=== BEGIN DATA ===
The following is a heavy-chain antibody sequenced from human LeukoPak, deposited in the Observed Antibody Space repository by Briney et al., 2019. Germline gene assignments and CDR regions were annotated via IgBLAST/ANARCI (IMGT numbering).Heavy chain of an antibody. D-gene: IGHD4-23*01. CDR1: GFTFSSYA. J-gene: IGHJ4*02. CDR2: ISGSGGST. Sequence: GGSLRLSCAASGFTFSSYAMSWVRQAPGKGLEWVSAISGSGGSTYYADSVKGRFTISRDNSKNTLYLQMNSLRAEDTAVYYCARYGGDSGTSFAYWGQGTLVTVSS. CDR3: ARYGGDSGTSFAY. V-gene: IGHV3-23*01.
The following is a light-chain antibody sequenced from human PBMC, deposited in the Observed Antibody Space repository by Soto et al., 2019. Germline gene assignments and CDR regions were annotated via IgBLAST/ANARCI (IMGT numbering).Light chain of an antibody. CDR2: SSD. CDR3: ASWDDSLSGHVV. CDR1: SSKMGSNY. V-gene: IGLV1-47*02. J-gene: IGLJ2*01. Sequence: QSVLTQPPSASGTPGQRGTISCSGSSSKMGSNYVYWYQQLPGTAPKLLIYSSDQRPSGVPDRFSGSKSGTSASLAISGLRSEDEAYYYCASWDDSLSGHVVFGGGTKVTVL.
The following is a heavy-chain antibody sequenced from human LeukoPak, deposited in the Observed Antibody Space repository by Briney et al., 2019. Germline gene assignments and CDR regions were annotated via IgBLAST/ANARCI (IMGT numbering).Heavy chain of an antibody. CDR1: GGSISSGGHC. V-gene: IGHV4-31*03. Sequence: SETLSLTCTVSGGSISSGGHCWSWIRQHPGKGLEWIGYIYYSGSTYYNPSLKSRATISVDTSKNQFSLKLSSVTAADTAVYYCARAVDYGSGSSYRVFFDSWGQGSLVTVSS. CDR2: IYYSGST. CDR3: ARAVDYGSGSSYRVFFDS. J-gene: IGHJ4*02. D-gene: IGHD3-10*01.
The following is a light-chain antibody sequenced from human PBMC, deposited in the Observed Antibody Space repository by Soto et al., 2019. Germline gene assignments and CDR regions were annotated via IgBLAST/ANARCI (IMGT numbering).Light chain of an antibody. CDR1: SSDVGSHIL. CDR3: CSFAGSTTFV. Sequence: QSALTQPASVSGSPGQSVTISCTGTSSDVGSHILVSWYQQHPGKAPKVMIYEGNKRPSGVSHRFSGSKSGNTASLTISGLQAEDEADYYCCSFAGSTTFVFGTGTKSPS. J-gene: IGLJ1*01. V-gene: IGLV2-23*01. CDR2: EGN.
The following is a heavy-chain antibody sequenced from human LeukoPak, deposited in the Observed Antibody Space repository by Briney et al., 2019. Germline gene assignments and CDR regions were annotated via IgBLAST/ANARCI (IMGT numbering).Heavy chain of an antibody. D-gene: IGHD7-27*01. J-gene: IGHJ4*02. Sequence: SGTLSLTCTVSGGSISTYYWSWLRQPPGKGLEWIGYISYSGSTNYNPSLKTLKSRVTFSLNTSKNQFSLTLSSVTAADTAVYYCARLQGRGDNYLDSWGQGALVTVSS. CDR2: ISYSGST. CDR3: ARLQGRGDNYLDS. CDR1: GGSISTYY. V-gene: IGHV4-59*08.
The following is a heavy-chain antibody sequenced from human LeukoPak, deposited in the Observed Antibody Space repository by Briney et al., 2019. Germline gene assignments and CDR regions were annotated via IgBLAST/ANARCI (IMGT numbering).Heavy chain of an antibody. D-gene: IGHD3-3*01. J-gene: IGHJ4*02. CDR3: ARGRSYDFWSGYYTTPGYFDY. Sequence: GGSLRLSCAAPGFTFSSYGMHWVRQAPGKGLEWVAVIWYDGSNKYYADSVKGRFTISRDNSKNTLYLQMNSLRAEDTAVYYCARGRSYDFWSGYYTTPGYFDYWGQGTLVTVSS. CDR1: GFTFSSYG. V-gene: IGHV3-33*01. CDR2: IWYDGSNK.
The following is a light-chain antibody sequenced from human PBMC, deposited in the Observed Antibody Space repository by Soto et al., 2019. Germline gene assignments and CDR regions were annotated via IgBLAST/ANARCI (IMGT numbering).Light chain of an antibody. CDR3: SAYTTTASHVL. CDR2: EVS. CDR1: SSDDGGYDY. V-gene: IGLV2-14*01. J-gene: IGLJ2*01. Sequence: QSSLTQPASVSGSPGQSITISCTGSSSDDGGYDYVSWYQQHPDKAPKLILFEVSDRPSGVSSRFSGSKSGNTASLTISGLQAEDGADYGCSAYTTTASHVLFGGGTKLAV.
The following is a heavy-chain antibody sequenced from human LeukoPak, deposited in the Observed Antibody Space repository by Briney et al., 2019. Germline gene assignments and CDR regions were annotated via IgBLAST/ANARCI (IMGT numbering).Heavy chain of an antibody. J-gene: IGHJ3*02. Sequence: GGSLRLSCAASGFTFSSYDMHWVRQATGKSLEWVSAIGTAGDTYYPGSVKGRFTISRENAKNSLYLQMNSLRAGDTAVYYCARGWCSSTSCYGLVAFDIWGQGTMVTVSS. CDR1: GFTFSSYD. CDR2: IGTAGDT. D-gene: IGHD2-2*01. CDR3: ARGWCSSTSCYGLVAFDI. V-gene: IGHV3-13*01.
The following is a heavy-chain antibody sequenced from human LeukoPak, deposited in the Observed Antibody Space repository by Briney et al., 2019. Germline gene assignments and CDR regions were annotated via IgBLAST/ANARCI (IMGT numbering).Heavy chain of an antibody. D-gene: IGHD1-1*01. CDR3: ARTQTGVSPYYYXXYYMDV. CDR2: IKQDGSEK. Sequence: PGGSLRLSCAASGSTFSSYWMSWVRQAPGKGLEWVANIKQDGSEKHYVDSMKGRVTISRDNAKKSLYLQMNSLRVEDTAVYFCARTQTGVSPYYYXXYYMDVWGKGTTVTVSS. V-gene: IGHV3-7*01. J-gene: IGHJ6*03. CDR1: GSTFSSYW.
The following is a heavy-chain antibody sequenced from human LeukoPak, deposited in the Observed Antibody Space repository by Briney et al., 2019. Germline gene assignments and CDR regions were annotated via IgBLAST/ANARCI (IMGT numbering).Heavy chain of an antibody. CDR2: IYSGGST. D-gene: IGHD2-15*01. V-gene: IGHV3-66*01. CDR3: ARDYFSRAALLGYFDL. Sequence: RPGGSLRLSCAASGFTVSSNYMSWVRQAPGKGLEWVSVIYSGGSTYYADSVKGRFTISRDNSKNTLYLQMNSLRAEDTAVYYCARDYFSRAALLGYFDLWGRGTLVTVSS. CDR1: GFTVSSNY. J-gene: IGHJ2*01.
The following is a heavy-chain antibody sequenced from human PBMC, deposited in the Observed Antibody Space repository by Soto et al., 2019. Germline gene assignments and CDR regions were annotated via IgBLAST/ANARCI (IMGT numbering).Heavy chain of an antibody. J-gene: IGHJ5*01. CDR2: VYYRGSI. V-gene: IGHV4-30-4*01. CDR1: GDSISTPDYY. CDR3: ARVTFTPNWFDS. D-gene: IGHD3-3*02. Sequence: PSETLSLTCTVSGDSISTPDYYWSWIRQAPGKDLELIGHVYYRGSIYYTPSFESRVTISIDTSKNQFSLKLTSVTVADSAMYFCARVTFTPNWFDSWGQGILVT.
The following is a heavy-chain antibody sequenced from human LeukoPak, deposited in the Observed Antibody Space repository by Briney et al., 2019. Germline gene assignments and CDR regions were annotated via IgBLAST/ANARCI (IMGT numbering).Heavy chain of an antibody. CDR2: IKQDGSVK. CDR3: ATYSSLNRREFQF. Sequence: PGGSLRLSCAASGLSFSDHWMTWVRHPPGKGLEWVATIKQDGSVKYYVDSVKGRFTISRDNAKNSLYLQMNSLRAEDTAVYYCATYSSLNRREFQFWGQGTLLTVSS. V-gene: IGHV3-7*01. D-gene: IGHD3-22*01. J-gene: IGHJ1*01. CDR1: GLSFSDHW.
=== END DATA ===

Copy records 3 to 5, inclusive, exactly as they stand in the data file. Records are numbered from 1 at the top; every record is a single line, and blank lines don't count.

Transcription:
The following is a heavy-chain antibody sequenced from human LeukoPak, deposited in the Observed Antibody Space repository by Briney et al., 2019. Germline gene assignments and CDR regions were annotated via IgBLAST/ANARCI (IMGT numbering).Heavy chain of an antibody. CDR1: GGSISSGGHC. V-gene: IGHV4-31*03. Sequence: SETLSLTCTVSGGSISSGGHCWSWIRQHPGKGLEWIGYIYYSGSTYYNPSLKSRATISVDTSKNQFSLKLSSVTAADTAVYYCARAVDYGSGSSYRVFFDSWGQGSLVTVSS. CDR2: IYYSGST. CDR3: ARAVDYGSGSSYRVFFDS. J-gene: IGHJ4*02. D-gene: IGHD3-10*01.
The following is a light-chain antibody sequenced from human PBMC, deposited in the Observed Antibody Space repository by Soto et al., 2019. Germline gene assignments and CDR regions were annotated via IgBLAST/ANARCI (IMGT numbering).Light chain of an antibody. CDR1: SSDVGSHIL. CDR3: CSFAGSTTFV. Sequence: QSALTQPASVSGSPGQSVTISCTGTSSDVGSHILVSWYQQHPGKAPKVMIYEGNKRPSGVSHRFSGSKSGNTASLTISGLQAEDEADYYCCSFAGSTTFVFGTGTKSPS. J-gene: IGLJ1*01. V-gene: IGLV2-23*01. CDR2: EGN.
The following is a heavy-chain antibody sequenced from human LeukoPak, deposited in the Observed Antibody Space repository by Briney et al., 2019. Germline gene assignments and CDR regions were annotated via IgBLAST/ANARCI (IMGT numbering).Heavy chain of an antibody. D-gene: IGHD7-27*01. J-gene: IGHJ4*02. Sequence: SGTLSLTCTVSGGSISTYYWSWLRQPPGKGLEWIGYISYSGSTNYNPSLKTLKSRVTFSLNTSKNQFSLTLSSVTAADTAVYYCARLQGRGDNYLDSWGQGALVTVSS. CDR2: ISYSGST. CDR3: ARLQGRGDNYLDS. CDR1: GGSISTYY. V-gene: IGHV4-59*08.